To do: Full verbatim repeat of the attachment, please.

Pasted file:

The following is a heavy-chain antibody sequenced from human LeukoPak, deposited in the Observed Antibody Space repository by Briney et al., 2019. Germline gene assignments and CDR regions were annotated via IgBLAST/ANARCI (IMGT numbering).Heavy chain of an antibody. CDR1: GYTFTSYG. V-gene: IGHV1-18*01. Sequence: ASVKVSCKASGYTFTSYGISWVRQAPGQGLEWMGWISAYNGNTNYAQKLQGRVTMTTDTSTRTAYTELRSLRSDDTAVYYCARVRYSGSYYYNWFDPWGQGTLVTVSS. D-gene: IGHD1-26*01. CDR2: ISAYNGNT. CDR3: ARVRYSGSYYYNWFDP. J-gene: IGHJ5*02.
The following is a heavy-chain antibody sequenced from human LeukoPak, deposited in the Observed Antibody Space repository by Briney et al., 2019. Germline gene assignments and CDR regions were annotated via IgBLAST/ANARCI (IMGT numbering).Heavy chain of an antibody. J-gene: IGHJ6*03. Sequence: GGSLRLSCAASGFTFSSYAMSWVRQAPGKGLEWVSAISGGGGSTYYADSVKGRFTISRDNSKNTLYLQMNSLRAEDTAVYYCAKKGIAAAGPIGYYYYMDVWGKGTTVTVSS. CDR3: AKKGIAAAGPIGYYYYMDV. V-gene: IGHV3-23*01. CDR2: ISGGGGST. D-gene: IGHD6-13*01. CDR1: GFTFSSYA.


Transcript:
The following is a heavy-chain antibody sequenced from human LeukoPak, deposited in the Observed Antibody Space repository by Briney et al., 2019. Germline gene assignments and CDR regions were annotated via IgBLAST/ANARCI (IMGT numbering).Heavy chain of an antibody. CDR1: GYTFTSYG. V-gene: IGHV1-18*01. Sequence: ASVKVSCKASGYTFTSYGISWVRQAPGQGLEWMGWISAYNGNTNYAQKLQGRVTMTTDTSTRTAYTELRSLRSDDTAVYYCARVRYSGSYYYNWFDPWGQGTLVTVSS. D-gene: IGHD1-26*01. CDR2: ISAYNGNT. CDR3: ARVRYSGSYYYNWFDP. J-gene: IGHJ5*02.
The following is a heavy-chain antibody sequenced from human LeukoPak, deposited in the Observed Antibody Space repository by Briney et al., 2019. Germline gene assignments and CDR regions were annotated via IgBLAST/ANARCI (IMGT numbering).Heavy chain of an antibody. J-gene: IGHJ6*03. Sequence: GGSLRLSCAASGFTFSSYAMSWVRQAPGKGLEWVSAISGGGGSTYYADSVKGRFTISRDNSKNTLYLQMNSLRAEDTAVYYCAKKGIAAAGPIGYYYYMDVWGKGTTVTVSS. CDR3: AKKGIAAAGPIGYYYYMDV. V-gene: IGHV3-23*01. CDR2: ISGGGGST. D-gene: IGHD6-13*01. CDR1: GFTFSSYA.